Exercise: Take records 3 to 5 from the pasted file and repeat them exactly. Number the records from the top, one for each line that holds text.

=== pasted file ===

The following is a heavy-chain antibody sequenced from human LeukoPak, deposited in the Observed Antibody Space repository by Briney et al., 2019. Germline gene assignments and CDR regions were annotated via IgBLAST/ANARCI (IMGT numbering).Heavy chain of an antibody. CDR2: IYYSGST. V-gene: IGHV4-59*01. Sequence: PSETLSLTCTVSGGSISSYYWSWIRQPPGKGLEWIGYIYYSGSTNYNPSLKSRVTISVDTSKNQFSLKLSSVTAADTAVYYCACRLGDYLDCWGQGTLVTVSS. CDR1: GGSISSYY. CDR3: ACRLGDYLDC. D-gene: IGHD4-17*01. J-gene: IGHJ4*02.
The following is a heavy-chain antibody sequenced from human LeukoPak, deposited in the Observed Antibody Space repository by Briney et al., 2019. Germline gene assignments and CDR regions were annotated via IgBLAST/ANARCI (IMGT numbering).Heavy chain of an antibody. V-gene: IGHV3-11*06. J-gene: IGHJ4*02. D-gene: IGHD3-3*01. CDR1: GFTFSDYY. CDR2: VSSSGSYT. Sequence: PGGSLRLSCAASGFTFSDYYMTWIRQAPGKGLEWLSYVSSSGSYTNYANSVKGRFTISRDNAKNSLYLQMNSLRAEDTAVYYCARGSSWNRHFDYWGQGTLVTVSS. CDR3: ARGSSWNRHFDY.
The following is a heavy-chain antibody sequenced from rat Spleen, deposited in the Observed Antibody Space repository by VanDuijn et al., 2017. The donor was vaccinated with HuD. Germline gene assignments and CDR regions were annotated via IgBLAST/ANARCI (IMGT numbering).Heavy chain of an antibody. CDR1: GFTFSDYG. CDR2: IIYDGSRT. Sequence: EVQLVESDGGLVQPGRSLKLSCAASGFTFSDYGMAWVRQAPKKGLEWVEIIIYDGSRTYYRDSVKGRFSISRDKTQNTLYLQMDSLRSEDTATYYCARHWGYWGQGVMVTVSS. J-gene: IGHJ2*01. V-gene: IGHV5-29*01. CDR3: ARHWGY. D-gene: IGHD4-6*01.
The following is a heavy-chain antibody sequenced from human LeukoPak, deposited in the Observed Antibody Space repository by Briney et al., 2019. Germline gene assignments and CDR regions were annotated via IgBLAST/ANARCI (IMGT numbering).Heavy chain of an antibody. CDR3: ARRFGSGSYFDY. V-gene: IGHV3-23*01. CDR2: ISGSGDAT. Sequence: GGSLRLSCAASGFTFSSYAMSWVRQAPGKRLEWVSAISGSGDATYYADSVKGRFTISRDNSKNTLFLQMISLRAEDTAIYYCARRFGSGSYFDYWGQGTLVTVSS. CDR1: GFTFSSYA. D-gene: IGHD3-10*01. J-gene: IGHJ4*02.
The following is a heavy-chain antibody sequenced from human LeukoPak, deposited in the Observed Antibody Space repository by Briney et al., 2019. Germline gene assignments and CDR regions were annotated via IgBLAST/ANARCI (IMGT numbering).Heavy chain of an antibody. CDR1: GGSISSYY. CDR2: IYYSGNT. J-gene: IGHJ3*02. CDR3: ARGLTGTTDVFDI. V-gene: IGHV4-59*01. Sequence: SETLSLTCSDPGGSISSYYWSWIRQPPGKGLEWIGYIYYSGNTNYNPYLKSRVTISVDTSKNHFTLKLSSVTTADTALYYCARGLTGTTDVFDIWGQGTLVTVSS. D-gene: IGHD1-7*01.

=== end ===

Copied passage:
The following is a heavy-chain antibody sequenced from rat Spleen, deposited in the Observed Antibody Space repository by VanDuijn et al., 2017. The donor was vaccinated with HuD. Germline gene assignments and CDR regions were annotated via IgBLAST/ANARCI (IMGT numbering).Heavy chain of an antibody. CDR1: GFTFSDYG. CDR2: IIYDGSRT. Sequence: EVQLVESDGGLVQPGRSLKLSCAASGFTFSDYGMAWVRQAPKKGLEWVEIIIYDGSRTYYRDSVKGRFSISRDKTQNTLYLQMDSLRSEDTATYYCARHWGYWGQGVMVTVSS. J-gene: IGHJ2*01. V-gene: IGHV5-29*01. CDR3: ARHWGY. D-gene: IGHD4-6*01.
The following is a heavy-chain antibody sequenced from human LeukoPak, deposited in the Observed Antibody Space repository by Briney et al., 2019. Germline gene assignments and CDR regions were annotated via IgBLAST/ANARCI (IMGT numbering).Heavy chain of an antibody. CDR3: ARRFGSGSYFDY. V-gene: IGHV3-23*01. CDR2: ISGSGDAT. Sequence: GGSLRLSCAASGFTFSSYAMSWVRQAPGKRLEWVSAISGSGDATYYADSVKGRFTISRDNSKNTLFLQMISLRAEDTAIYYCARRFGSGSYFDYWGQGTLVTVSS. CDR1: GFTFSSYA. D-gene: IGHD3-10*01. J-gene: IGHJ4*02.
The following is a heavy-chain antibody sequenced from human LeukoPak, deposited in the Observed Antibody Space repository by Briney et al., 2019. Germline gene assignments and CDR regions were annotated via IgBLAST/ANARCI (IMGT numbering).Heavy chain of an antibody. CDR1: GGSISSYY. CDR2: IYYSGNT. J-gene: IGHJ3*02. CDR3: ARGLTGTTDVFDI. V-gene: IGHV4-59*01. Sequence: SETLSLTCSDPGGSISSYYWSWIRQPPGKGLEWIGYIYYSGNTNYNPYLKSRVTISVDTSKNHFTLKLSSVTTADTALYYCARGLTGTTDVFDIWGQGTLVTVSS. D-gene: IGHD1-7*01.